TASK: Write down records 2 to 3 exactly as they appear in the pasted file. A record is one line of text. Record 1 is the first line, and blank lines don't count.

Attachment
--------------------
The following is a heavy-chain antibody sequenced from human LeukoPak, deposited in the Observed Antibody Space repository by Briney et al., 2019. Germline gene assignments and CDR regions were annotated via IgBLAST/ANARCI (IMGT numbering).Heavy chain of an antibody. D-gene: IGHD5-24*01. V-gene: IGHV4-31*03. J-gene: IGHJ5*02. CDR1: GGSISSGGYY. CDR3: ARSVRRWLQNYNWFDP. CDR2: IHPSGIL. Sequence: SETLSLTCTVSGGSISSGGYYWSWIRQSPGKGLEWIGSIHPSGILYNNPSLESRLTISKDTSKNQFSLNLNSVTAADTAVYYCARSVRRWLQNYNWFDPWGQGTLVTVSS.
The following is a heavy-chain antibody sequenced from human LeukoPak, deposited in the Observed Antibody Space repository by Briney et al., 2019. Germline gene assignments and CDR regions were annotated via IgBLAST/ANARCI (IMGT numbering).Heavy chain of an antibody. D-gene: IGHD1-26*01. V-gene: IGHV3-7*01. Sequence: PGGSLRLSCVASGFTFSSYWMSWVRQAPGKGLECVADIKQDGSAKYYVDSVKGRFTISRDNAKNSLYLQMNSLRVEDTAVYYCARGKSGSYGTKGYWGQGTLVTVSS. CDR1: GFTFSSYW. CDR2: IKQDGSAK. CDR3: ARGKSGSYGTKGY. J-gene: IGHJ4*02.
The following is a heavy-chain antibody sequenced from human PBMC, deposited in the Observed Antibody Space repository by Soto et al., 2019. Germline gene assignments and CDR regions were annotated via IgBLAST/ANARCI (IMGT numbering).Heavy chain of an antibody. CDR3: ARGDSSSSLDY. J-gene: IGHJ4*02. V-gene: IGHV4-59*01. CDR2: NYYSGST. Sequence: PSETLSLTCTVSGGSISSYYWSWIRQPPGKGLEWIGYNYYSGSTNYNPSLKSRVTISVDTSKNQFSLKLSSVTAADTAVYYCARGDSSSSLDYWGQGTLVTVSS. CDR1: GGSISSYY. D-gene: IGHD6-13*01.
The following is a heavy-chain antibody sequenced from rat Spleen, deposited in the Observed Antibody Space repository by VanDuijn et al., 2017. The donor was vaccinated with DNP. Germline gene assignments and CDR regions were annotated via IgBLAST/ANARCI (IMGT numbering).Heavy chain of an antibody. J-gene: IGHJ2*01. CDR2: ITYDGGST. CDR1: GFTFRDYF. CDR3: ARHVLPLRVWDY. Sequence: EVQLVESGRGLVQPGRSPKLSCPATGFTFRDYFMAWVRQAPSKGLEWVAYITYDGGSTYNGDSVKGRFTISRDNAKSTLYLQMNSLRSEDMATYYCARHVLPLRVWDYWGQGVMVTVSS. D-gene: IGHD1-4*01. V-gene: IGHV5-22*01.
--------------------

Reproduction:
The following is a heavy-chain antibody sequenced from human LeukoPak, deposited in the Observed Antibody Space repository by Briney et al., 2019. Germline gene assignments and CDR regions were annotated via IgBLAST/ANARCI (IMGT numbering).Heavy chain of an antibody. D-gene: IGHD1-26*01. V-gene: IGHV3-7*01. Sequence: PGGSLRLSCVASGFTFSSYWMSWVRQAPGKGLECVADIKQDGSAKYYVDSVKGRFTISRDNAKNSLYLQMNSLRVEDTAVYYCARGKSGSYGTKGYWGQGTLVTVSS. CDR1: GFTFSSYW. CDR2: IKQDGSAK. CDR3: ARGKSGSYGTKGY. J-gene: IGHJ4*02.
The following is a heavy-chain antibody sequenced from human PBMC, deposited in the Observed Antibody Space repository by Soto et al., 2019. Germline gene assignments and CDR regions were annotated via IgBLAST/ANARCI (IMGT numbering).Heavy chain of an antibody. CDR3: ARGDSSSSLDY. J-gene: IGHJ4*02. V-gene: IGHV4-59*01. CDR2: NYYSGST. Sequence: PSETLSLTCTVSGGSISSYYWSWIRQPPGKGLEWIGYNYYSGSTNYNPSLKSRVTISVDTSKNQFSLKLSSVTAADTAVYYCARGDSSSSLDYWGQGTLVTVSS. CDR1: GGSISSYY. D-gene: IGHD6-13*01.